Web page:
The digital scriptorium is an expanding image database that lets scholars and members of the public take a look at some beautiful medieval and renaissance manuscripts held in libraries and archives across the USA. Two fifteenth-century Italian manuscripts, held in the Free Library of Philadelhia are particularly exciting for our project, as they contain elaborate decorated initials, featuring images of the conversion of St Paul. The image at the top of this post comes from a Latin choir book, and shows the moment at which Saul, a Pharisee engaged in the persecution of Christians, after Christ’s crucifixion, was blinded by a light from heaven and fell upon the earth, ears filled with a voice crying ‘Saul, Saul, why persecutest thou me?’. Paul’s story is told three times in The Acts of the Apostles, which tell us that he remained blind for three days, neither eating nor drinking until he was cured by Ananias, a Christian.
The conversion of Paul was a particularly important subject for painters during the Renaissance, and was famously depicted by Albrecht Dürer, Francisco Camilo, Giovanni Bellini, Fra Angelico, Fra Bartolomeo, Pieter Bruegel the Elder, Peter Paul Rubens, Caravaggio, and Michelangelo. Nearly all of these pictures depict the moment shown in these initials: Paul falling from his horse on the road to Damascus. Though the Bible does not specify that Paul was on horseback, painters were keen to stress his military connections (see the armour, spurs and sword in the fine image above). More than this, it was considered particularly difficult to accurately capture the movement and muscles of a horse’s flanks, so that this subject was an opportunity to show off considerable artistic skill. The horse in the initial above (only a few centimetres in height, as the ruler shows) is a particularly fine miniature, and the horseback observer in the right-hand side of the ‘d’, allows for another moment of virtuoso illustration.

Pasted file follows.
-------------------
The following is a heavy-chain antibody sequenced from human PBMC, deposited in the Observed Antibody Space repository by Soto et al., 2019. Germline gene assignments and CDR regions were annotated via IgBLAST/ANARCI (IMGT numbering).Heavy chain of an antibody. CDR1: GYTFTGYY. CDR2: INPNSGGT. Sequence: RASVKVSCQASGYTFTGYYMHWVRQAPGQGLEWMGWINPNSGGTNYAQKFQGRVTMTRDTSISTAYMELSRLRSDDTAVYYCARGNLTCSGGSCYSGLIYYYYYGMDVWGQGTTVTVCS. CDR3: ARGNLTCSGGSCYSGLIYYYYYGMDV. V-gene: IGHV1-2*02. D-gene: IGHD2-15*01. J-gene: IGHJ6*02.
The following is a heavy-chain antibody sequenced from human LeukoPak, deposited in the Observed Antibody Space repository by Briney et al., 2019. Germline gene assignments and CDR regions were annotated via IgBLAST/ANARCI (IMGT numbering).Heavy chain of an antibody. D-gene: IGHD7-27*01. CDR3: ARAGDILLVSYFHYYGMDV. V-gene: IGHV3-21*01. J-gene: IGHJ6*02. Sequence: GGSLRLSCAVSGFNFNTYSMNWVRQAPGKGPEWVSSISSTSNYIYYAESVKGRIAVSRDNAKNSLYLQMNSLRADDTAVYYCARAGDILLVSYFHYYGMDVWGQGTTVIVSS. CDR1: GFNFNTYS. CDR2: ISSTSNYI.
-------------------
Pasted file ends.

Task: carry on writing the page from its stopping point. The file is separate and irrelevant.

A second image, this one from the antiphon (a sung set of responses) for the feast of the conversion of St Paul, offers a more pastoral and less militarised version of the scene. Interestingly, this initial depicts Christ as a face and source of light, whilst the image above represents Christ as a divine man.
Paul’s conversion offered a powerful model for early modern Christians, but few claim to have experienced as immediate or intense a revelation. Both Protestants and Catholics felt the need to negotiate very carefully between the claims of reason, and an understanding of divine power, and between the felt experience of divine illumination. Intriguingly, though, Paul’s conversion suggests the importance of the senses and the body to the experience of faith: he first saw a divine light, then heard a voice, and then was robbed of his sight and appetite for three days, whilst he fed on the voice and vision of Christ. Many early modern believers also felt their religion in the body, and one of the aims of the project is to chart the sights, sounds, smells, tastes, and tangibility of conversion.